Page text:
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The first recorded instance of a pen with self-contained ink is in 953. Al – Nu’man, an advisor to Sultan Al – Mu’izz of Egypt, recounts the commissioning of the construction of a fountain pen:

“We wish to construct a pen which can be used for writing without having recourse to an ink-holder and whose ink will be contained inside it. A person can fill it with ink and write whatever he likes. The writer can put it in his sleeve or anywhere he wishes and it will not stain nor will any drop of ink leak out of it. The ink will flow only when there is an intention to write. We are unaware of anyone previously ever constructing (a pen such as this) and an indication of ‘penetrating wisdom’ to whoever contemplates it and realises its exact significance and purpose”. I exclaimed, “Is this possible?” He replied, “It is possible if God so wills”.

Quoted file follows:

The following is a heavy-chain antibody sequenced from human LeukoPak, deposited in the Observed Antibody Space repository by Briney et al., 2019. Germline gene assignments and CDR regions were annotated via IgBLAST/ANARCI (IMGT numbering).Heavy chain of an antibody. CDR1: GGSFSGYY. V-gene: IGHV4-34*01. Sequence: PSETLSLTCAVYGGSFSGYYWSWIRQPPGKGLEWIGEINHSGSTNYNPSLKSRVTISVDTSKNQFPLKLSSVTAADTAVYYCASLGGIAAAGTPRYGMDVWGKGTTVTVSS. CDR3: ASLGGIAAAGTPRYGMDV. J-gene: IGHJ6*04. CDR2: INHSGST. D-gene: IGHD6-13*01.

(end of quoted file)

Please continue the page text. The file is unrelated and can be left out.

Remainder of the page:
A craftsman was tasked with this project. A few days later he brought a pen that wrote when it was filled with ink. The ink did not spill when handled – even when the pen was flipped over. The pen would only release ink when used for writing and did not stain the Sultans hands or clothes when used. There was no longer a need for an ink bottle.

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